Food is often the culprit in many of our ailments, either in a wrong form, irrational quantity, or incompatible combination. The fact is that we don't need much food to sustain life. As much as the authors encourage eating well with diverse experimentations, it is recognized that food must be consumed in moderation. Laboratory studies as well as direct human observations tend to suggest that consistently consuming large quantities of food can adversely affect life span. Not only does a large quantity of food blatantly task the body's digestive system, it also means that whatever unfavorable contents lurk in the food end up bombarding the body mechanisms more aggressively. Over a long stretch of time, these adverse impacts manifest themselves in all sorts of diseases whose root causes are difficult to trace. External impacts can be seen through visual assessment of size (e.g., obesity) while internal impacts are often unnoticeable until it is too late. So, the basic lesson offered by this book is to experiment with food (cooking, tasting, consuming, etc.), but also give the body a fighting chance against the unwanted side effects noted above. Eating less not only has positive effect on weight, but also helps to wade off potential sources of pathogens by reducing the type and volume of what is ingested.
The quotes below seem appropriate in this regard:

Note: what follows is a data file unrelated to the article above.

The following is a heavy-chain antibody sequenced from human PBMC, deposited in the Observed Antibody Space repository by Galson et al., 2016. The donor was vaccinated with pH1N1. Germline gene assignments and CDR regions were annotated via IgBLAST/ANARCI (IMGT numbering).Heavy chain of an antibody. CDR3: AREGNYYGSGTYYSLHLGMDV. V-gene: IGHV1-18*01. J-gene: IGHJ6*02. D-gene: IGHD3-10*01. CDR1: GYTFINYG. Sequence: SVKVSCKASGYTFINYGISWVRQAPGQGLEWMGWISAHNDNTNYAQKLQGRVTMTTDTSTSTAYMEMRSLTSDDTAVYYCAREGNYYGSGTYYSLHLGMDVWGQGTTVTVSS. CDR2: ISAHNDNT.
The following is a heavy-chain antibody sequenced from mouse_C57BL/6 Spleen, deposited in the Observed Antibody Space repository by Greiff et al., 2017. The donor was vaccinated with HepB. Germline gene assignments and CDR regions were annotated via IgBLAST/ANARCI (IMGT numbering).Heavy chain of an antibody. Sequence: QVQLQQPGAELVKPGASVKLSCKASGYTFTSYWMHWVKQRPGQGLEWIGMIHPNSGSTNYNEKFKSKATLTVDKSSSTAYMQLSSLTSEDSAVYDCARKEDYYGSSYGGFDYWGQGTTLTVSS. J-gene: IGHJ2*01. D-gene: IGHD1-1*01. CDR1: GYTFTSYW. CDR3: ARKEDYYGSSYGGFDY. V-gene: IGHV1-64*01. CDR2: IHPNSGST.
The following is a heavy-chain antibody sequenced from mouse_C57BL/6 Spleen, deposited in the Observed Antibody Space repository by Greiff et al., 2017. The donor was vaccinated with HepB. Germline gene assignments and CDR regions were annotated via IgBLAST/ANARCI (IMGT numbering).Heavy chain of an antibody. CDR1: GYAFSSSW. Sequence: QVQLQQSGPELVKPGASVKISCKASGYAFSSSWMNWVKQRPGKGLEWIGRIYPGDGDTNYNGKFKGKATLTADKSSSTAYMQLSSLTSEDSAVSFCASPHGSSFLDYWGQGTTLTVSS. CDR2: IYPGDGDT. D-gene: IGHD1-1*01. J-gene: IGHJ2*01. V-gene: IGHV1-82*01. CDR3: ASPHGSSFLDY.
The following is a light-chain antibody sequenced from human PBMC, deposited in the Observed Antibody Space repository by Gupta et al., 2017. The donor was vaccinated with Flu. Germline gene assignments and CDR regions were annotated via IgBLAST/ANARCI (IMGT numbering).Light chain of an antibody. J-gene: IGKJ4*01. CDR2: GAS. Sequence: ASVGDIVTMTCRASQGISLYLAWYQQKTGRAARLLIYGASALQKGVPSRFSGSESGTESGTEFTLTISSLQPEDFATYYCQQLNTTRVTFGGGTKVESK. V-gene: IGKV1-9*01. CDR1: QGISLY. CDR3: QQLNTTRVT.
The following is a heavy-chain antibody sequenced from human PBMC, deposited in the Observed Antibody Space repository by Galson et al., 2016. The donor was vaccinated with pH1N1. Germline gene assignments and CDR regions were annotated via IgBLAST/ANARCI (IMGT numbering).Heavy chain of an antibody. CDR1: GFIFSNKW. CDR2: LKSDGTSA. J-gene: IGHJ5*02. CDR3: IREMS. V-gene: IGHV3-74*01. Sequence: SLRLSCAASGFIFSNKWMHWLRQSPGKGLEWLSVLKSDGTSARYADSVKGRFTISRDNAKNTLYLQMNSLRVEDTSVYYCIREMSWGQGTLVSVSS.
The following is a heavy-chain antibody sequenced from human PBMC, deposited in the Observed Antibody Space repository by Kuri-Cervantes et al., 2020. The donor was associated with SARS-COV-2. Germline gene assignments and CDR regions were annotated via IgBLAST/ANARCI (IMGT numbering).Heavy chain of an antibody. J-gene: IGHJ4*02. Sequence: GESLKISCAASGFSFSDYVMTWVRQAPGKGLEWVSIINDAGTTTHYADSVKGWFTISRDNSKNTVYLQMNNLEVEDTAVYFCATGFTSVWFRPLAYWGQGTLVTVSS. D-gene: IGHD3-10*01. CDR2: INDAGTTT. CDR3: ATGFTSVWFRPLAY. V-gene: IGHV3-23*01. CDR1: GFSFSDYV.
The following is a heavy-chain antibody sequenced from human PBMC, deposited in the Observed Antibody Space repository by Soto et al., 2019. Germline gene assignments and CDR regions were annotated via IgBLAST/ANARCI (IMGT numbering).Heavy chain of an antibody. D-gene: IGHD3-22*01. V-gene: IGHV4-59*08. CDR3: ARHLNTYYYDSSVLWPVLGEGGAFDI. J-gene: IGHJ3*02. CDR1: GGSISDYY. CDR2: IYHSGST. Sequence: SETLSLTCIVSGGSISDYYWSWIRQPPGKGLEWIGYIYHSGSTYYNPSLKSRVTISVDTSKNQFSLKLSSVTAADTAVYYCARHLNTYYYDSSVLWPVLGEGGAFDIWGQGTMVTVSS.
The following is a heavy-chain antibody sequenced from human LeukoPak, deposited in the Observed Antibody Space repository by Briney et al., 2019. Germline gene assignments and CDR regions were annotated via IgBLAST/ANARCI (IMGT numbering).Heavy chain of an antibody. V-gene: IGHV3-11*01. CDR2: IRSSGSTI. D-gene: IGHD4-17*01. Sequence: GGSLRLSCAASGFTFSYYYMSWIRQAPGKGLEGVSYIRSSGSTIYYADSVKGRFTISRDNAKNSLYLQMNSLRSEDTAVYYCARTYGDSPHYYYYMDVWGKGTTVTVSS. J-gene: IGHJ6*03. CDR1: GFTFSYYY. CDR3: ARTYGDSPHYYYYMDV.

"Some live to eat, some eat to live." -Source unknown
"... he is a heavy eater of beef. Me thinks it doth harm to his wit." -Shakespeare
"A diet is when you watch what you eat and wish you could eat what you watch." -Hermione Gingold
"A fully gorged belly never produced a sprightly mind." -Jeremy Taylor
"A good meal ought to begin with hunger." -French Proverb
"A hungry stomach seldom scorns plain food." -Horace
The Psychology of Stuffing the Plate
It is known that some people eat more when they eat with other people while some eat less when they eat alone. Of course, we would always have those who eat against the grains in these standardized expectations. When you eat less alone, it is probably because you don't have to impress alone with your appetite. When you eat more alone, it is probably because you lack self-discipline and you would gorge yourself if no one is watching. In the case of those who eat more in a group, it is often because of what these authors call competitive cyclic psychology of filling up the plate. This is how it happens, particularly in smorgasbord restaurants that serve a large variety of buffet items. The first person spies on the second person's plate and thinks 'gee, he got more than I got,' and responds by pilling more food onto his own plate. This sends a subliminal message. Of course, the second person subconsciously notices that he is being beaten in the unspoken and unannounced eating competition and decides to retaliate by piling on more food. This strike-back mentality can go on back and forth until each person has overdone it, thereby fueling the wheels of obesity subconsciously. Sometimes it is someone desiring to eat more who gets the competition started. This instigator might say 'is that all you got? Get more, we have plenty of food you know' and urges others to fill their plates more. He or she then uses any gullible responders as an excuse to then pile up more food onto his or her own plate.
Excerpted from PHYSICS IN THE NIGERIAN KITCHEN by Deji Badiru Iswat Badiru Copyright © 2013 by Deji Badiru and Iswat Badiru. Excerpted by permission of iUniverse, Inc.. All rights reserved. No part of this excerpt may be reproduced or reprinted without permission in writing from the publisher.